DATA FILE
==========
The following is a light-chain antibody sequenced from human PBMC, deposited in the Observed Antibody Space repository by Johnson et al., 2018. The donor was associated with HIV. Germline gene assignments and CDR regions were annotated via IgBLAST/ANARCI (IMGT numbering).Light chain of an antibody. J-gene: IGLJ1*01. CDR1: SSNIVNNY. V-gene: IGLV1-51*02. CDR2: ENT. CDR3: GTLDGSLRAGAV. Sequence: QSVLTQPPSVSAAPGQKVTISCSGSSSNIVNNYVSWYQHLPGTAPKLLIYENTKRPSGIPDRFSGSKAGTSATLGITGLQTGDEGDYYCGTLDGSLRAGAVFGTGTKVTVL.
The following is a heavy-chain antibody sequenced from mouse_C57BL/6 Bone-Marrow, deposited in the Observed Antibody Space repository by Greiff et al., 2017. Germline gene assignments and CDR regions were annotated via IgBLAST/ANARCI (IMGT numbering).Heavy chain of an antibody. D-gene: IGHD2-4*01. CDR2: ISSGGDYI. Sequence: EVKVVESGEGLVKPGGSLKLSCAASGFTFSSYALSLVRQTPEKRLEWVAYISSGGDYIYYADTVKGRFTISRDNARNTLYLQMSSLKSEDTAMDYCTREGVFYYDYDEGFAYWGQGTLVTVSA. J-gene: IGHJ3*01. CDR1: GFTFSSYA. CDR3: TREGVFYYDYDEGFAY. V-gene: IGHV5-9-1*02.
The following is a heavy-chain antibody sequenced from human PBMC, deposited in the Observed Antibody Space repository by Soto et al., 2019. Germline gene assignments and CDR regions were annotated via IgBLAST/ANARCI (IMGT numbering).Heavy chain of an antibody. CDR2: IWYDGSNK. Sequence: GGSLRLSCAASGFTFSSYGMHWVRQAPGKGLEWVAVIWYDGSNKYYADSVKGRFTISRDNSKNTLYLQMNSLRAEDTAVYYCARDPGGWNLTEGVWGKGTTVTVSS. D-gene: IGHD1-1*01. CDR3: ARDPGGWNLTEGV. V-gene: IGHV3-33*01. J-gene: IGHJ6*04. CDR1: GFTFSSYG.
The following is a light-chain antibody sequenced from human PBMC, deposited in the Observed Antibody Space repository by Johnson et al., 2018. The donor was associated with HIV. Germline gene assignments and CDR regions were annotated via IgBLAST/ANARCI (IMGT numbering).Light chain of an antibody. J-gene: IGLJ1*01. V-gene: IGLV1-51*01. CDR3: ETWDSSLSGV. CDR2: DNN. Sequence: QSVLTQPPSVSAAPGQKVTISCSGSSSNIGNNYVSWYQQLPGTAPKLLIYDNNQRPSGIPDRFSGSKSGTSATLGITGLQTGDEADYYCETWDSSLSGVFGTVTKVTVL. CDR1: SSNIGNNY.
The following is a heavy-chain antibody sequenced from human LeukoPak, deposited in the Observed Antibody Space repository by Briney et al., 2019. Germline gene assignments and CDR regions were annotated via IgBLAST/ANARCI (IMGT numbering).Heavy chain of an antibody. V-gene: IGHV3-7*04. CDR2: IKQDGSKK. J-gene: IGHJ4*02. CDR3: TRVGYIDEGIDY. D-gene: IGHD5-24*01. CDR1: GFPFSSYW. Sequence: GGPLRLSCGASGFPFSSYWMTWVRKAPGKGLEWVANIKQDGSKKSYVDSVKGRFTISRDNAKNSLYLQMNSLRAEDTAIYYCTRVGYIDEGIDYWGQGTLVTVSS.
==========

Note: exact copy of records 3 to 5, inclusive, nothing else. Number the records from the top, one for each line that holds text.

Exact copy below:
The following is a heavy-chain antibody sequenced from human PBMC, deposited in the Observed Antibody Space repository by Soto et al., 2019. Germline gene assignments and CDR regions were annotated via IgBLAST/ANARCI (IMGT numbering).Heavy chain of an antibody. CDR2: IWYDGSNK. Sequence: GGSLRLSCAASGFTFSSYGMHWVRQAPGKGLEWVAVIWYDGSNKYYADSVKGRFTISRDNSKNTLYLQMNSLRAEDTAVYYCARDPGGWNLTEGVWGKGTTVTVSS. D-gene: IGHD1-1*01. CDR3: ARDPGGWNLTEGV. V-gene: IGHV3-33*01. J-gene: IGHJ6*04. CDR1: GFTFSSYG.
The following is a light-chain antibody sequenced from human PBMC, deposited in the Observed Antibody Space repository by Johnson et al., 2018. The donor was associated with HIV. Germline gene assignments and CDR regions were annotated via IgBLAST/ANARCI (IMGT numbering).Light chain of an antibody. J-gene: IGLJ1*01. V-gene: IGLV1-51*01. CDR3: ETWDSSLSGV. CDR2: DNN. Sequence: QSVLTQPPSVSAAPGQKVTISCSGSSSNIGNNYVSWYQQLPGTAPKLLIYDNNQRPSGIPDRFSGSKSGTSATLGITGLQTGDEADYYCETWDSSLSGVFGTVTKVTVL. CDR1: SSNIGNNY.
The following is a heavy-chain antibody sequenced from human LeukoPak, deposited in the Observed Antibody Space repository by Briney et al., 2019. Germline gene assignments and CDR regions were annotated via IgBLAST/ANARCI (IMGT numbering).Heavy chain of an antibody. V-gene: IGHV3-7*04. CDR2: IKQDGSKK. J-gene: IGHJ4*02. CDR3: TRVGYIDEGIDY. D-gene: IGHD5-24*01. CDR1: GFPFSSYW. Sequence: GGPLRLSCGASGFPFSSYWMTWVRKAPGKGLEWVANIKQDGSKKSYVDSVKGRFTISRDNAKNSLYLQMNSLRAEDTAIYYCTRVGYIDEGIDYWGQGTLVTVSS.